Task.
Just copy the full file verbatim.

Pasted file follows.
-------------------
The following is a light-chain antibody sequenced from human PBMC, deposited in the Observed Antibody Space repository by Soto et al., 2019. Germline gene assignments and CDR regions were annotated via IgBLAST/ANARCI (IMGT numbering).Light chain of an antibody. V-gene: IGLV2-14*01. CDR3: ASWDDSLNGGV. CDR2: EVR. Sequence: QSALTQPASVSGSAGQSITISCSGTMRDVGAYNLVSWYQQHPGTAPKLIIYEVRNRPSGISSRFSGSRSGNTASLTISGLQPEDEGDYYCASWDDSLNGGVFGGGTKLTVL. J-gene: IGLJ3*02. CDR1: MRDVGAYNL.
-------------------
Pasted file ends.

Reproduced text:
The following is a light-chain antibody sequenced from human PBMC, deposited in the Observed Antibody Space repository by Soto et al., 2019. Germline gene assignments and CDR regions were annotated via IgBLAST/ANARCI (IMGT numbering).Light chain of an antibody. V-gene: IGLV2-14*01. CDR3: ASWDDSLNGGV. CDR2: EVR. Sequence: QSALTQPASVSGSAGQSITISCSGTMRDVGAYNLVSWYQQHPGTAPKLIIYEVRNRPSGISSRFSGSRSGNTASLTISGLQPEDEGDYYCASWDDSLNGGVFGGGTKLTVL. J-gene: IGLJ3*02. CDR1: MRDVGAYNL.